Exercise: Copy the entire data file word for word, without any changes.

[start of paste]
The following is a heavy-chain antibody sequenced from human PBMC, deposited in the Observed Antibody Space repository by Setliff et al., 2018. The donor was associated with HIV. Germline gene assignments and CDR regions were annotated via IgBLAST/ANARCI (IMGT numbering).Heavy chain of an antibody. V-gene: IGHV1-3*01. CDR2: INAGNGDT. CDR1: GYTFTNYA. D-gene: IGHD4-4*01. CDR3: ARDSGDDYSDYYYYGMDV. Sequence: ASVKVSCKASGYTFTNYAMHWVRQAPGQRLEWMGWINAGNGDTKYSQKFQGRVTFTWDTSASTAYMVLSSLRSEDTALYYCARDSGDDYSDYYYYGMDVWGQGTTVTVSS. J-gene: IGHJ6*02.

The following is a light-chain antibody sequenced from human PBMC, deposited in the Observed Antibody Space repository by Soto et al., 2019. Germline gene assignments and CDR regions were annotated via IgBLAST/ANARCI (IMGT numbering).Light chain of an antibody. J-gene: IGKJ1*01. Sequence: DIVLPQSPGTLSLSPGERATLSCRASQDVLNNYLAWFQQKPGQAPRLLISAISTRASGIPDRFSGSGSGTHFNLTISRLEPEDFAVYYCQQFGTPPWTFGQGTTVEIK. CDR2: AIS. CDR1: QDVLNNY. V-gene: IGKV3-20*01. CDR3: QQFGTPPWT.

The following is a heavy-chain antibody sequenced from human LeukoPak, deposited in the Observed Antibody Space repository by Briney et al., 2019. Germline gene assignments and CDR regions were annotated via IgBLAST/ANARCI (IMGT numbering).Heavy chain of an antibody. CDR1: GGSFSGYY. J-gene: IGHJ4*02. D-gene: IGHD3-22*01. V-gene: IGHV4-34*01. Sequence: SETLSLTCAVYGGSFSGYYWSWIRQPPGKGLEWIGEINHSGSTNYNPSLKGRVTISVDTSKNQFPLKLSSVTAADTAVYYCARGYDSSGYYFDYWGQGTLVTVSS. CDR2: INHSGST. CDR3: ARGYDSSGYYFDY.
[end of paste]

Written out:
The following is a heavy-chain antibody sequenced from human PBMC, deposited in the Observed Antibody Space repository by Setliff et al., 2018. The donor was associated with HIV. Germline gene assignments and CDR regions were annotated via IgBLAST/ANARCI (IMGT numbering).Heavy chain of an antibody. V-gene: IGHV1-3*01. CDR2: INAGNGDT. CDR1: GYTFTNYA. D-gene: IGHD4-4*01. CDR3: ARDSGDDYSDYYYYGMDV. Sequence: ASVKVSCKASGYTFTNYAMHWVRQAPGQRLEWMGWINAGNGDTKYSQKFQGRVTFTWDTSASTAYMVLSSLRSEDTALYYCARDSGDDYSDYYYYGMDVWGQGTTVTVSS. J-gene: IGHJ6*02.

The following is a light-chain antibody sequenced from human PBMC, deposited in the Observed Antibody Space repository by Soto et al., 2019. Germline gene assignments and CDR regions were annotated via IgBLAST/ANARCI (IMGT numbering).Light chain of an antibody. J-gene: IGKJ1*01. Sequence: DIVLPQSPGTLSLSPGERATLSCRASQDVLNNYLAWFQQKPGQAPRLLISAISTRASGIPDRFSGSGSGTHFNLTISRLEPEDFAVYYCQQFGTPPWTFGQGTTVEIK. CDR2: AIS. CDR1: QDVLNNY. V-gene: IGKV3-20*01. CDR3: QQFGTPPWT.

The following is a heavy-chain antibody sequenced from human LeukoPak, deposited in the Observed Antibody Space repository by Briney et al., 2019. Germline gene assignments and CDR regions were annotated via IgBLAST/ANARCI (IMGT numbering).Heavy chain of an antibody. CDR1: GGSFSGYY. J-gene: IGHJ4*02. D-gene: IGHD3-22*01. V-gene: IGHV4-34*01. Sequence: SETLSLTCAVYGGSFSGYYWSWIRQPPGKGLEWIGEINHSGSTNYNPSLKGRVTISVDTSKNQFPLKLSSVTAADTAVYYCARGYDSSGYYFDYWGQGTLVTVSS. CDR2: INHSGST. CDR3: ARGYDSSGYYFDY.